As I mentioned earlier, I wrote an application called JPEG Hammer for manipulating and viewing EXIF data in digital photos. As a .NET Application the single biggest performance bottleneck has been:
Image photo = Image.FromFile(fileName, true);
For a 6.1 megapixel (3008 x 2000) 1.47 MB JPEG it took on the order of 631 milliseconds to load. Multiply this by 50 or so photos and you are talking about 32 seconds to fully load these pictures. Then add the time necessary to draw the UI for the app, update thumbnails etc. On a 1.8 ghz Pentium 4 I’d expect more… and lets just say it’s no where near as fast as the XP Shell (or other non .NET phot apps), so what gives?
Well, after much Googling (with no success) I tried http://support.microsoft.com/ and I came across this gem (Microsoft KB 831419):
So, curious as I am, I get my hands on this hotfix which updates:
Specifically, this update adds a new method to System.Drawing.Imaging:
System.Drawing.Image.FromStream(Stream stream, bool useICM, bool validateImageData)
This is essentially a new signature for an existing method:
System.Drawing.Image.FromStream(Stream stream, bool useICM)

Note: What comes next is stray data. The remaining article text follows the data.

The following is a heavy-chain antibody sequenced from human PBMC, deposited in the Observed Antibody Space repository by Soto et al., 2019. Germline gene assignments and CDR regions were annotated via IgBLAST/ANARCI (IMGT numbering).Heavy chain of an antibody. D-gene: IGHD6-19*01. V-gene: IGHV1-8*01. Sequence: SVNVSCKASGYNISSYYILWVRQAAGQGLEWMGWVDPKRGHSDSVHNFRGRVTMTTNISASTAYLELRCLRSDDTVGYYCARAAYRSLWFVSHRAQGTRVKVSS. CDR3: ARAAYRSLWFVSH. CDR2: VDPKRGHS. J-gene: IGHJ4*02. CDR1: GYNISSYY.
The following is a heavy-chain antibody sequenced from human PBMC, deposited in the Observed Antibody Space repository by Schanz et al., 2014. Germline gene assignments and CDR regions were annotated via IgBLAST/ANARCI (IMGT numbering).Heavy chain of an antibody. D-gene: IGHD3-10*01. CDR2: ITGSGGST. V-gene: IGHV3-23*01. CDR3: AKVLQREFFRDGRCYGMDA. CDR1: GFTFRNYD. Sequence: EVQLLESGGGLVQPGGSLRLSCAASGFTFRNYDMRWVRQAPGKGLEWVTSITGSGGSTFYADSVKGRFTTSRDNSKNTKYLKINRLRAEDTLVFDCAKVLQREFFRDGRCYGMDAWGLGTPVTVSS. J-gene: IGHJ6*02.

As you can see, validateImageData is a new parameter. Setting it to true is the default behavior that we have today (essentially the same as calling FromStream(Stream stream, bool useICM)).
So I made a change to my application. Before my code looked like this:
using (Image photo = Image.FromFile(this.fileInfo.FullName, true))
So I changed it to:
using (FileStream fs = new FileStream(this.fileInfo.FullName, FileMode.Open, FileAccess.ReadWrite))
using (Image photo = Image.FromStream(fs, true, false))
// do stuff
And here are the results. The average time it took to process 37 JPEGs taken from the same camera and roughly the same size went from 631ms to 6.76ms. So, this new method is 93x faster. Holy Cow!!! I thought that maybe something was wrong, so I re-ran the tests many times, and always got the same result. Simply mind boggling. This probably brings the .NET implementation to the same speed as writing native C++ code against GDI+.
The good news is that the article mentions that this fix will get rolled into the next Service Pack. However, you’ll need to modify your code as I did to take advantage of this.
Update: you can download this fix in SP1 of the .NET Framework 1.1: